The pharmaceutical branch includes new inventions that help to cure diseases that have been unmet in the past.This covers therapeutic areas like cardiovascular and oncology. Bayer is also a leading company in hormonal contraceptives enabling women in their family planning.
Finally, our consumer health area includes products for affordable self-medication including painkillers, anti-allergies or vitamins for healthy and balanced nutrition.
Apart from your products in the market, what other areas will your organisation be willing to support government’s economic diversification initiatives?
Bayer is active in several forms. Some of them are yet to come; such as our food-chain initiative. However, a concrete example where we are supporting farmers is the stewardship. This means that we train and form farmers to better use crop protection products and beyond best-practice in agriculture in order to maximise yields and quality while reducing environmental impact at the same time.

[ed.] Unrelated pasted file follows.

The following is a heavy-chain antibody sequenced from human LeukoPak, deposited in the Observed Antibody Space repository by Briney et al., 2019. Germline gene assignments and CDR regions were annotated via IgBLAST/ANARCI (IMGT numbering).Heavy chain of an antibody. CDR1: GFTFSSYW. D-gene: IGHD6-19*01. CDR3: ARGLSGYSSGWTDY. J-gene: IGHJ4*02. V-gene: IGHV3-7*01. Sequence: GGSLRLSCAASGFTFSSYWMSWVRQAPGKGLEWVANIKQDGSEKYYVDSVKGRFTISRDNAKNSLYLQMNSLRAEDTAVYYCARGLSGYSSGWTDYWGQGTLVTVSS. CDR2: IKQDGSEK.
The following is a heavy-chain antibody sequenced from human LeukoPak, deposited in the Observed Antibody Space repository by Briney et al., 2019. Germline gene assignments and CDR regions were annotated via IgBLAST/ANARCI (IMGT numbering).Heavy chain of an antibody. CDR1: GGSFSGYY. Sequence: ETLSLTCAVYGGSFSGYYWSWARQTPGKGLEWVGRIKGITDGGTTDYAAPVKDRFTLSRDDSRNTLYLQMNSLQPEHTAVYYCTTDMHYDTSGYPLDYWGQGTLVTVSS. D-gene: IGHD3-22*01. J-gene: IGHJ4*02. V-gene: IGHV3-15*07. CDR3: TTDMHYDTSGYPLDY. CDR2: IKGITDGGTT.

With your line of businesses, you are playing in highly competitive sectors, what stands you out from your competitors?
First, like I said earlier, we are R&D-based. With more than €4.5b of R&D budget and more than 14, 000 scientists, we are a leading company in our respective areas since we develop products for unmet therapeutic areas and against crop diseases, where there have been no prior solutions.
Another important factor that should be stated is that Bayer is an employer, and in looking for long-term solutions, we develop our staff over time and provide long-term perspectives. All these are based on our values, which determine our partnerships with stakeholders on all levels.